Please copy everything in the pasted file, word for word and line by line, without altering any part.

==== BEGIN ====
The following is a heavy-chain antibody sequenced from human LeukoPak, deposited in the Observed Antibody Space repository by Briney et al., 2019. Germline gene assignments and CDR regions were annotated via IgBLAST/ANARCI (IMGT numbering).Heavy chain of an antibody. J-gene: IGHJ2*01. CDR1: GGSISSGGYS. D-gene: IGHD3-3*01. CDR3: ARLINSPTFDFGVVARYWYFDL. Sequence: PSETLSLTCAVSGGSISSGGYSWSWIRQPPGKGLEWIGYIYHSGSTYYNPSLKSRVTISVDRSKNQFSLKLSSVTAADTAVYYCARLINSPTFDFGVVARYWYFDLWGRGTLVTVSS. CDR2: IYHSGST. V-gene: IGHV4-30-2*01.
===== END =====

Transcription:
The following is a heavy-chain antibody sequenced from human LeukoPak, deposited in the Observed Antibody Space repository by Briney et al., 2019. Germline gene assignments and CDR regions were annotated via IgBLAST/ANARCI (IMGT numbering).Heavy chain of an antibody. J-gene: IGHJ2*01. CDR1: GGSISSGGYS. D-gene: IGHD3-3*01. CDR3: ARLINSPTFDFGVVARYWYFDL. Sequence: PSETLSLTCAVSGGSISSGGYSWSWIRQPPGKGLEWIGYIYHSGSTYYNPSLKSRVTISVDRSKNQFSLKLSSVTAADTAVYYCARLINSPTFDFGVVARYWYFDLWGRGTLVTVSS. CDR2: IYHSGST. V-gene: IGHV4-30-2*01.